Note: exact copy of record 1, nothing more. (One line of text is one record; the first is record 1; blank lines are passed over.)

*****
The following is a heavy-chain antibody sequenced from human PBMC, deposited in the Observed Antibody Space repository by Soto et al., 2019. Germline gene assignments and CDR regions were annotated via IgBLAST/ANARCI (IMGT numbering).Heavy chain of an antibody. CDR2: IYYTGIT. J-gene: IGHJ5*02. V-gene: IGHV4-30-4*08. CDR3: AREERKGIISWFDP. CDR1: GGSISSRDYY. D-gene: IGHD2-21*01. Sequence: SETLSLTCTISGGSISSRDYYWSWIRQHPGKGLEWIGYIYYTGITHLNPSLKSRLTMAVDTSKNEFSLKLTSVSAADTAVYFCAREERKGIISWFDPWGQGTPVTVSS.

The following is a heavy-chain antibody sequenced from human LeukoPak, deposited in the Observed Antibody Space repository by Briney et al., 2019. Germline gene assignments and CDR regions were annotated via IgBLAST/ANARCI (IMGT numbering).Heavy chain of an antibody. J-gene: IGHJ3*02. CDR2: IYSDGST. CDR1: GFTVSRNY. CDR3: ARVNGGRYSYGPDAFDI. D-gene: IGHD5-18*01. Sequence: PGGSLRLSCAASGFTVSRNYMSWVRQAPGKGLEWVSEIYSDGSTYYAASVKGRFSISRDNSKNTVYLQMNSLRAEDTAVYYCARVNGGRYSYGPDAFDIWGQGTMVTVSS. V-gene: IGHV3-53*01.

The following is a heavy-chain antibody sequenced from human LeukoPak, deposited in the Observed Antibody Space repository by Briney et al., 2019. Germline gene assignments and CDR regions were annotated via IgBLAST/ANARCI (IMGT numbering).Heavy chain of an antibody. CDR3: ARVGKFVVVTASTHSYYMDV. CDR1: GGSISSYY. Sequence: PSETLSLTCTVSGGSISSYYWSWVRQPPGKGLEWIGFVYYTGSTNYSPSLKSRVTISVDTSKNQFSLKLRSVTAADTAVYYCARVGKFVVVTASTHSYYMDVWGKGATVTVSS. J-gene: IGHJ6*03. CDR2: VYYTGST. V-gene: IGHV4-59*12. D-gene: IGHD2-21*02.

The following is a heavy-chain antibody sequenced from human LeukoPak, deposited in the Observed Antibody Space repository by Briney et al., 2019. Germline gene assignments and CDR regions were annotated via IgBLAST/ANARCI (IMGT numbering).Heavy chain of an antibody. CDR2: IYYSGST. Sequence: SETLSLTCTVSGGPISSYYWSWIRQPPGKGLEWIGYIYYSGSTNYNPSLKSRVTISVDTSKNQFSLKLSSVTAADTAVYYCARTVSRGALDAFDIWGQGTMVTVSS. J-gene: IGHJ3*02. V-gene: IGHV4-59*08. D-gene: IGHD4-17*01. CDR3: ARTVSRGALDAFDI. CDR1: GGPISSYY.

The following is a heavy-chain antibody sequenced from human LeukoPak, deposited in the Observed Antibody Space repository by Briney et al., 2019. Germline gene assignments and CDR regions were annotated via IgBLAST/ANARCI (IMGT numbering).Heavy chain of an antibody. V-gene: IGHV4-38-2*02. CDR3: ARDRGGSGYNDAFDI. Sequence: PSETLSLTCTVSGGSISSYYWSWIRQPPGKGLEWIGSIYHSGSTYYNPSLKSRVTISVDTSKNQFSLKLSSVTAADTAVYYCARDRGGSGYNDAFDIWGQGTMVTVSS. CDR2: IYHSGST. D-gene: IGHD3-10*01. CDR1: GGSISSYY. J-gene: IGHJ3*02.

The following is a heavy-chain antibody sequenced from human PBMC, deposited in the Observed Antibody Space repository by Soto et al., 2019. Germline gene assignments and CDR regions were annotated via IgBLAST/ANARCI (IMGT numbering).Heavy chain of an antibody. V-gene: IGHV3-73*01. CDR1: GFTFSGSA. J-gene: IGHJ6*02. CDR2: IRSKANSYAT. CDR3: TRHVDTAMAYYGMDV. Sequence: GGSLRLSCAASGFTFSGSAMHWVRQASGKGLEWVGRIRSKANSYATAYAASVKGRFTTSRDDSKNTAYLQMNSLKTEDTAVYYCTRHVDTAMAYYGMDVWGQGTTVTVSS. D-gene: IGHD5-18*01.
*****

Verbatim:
The following is a heavy-chain antibody sequenced from human PBMC, deposited in the Observed Antibody Space repository by Soto et al., 2019. Germline gene assignments and CDR regions were annotated via IgBLAST/ANARCI (IMGT numbering).Heavy chain of an antibody. CDR2: IYYTGIT. J-gene: IGHJ5*02. V-gene: IGHV4-30-4*08. CDR3: AREERKGIISWFDP. CDR1: GGSISSRDYY. D-gene: IGHD2-21*01. Sequence: SETLSLTCTISGGSISSRDYYWSWIRQHPGKGLEWIGYIYYTGITHLNPSLKSRLTMAVDTSKNEFSLKLTSVSAADTAVYFCAREERKGIISWFDPWGQGTPVTVSS.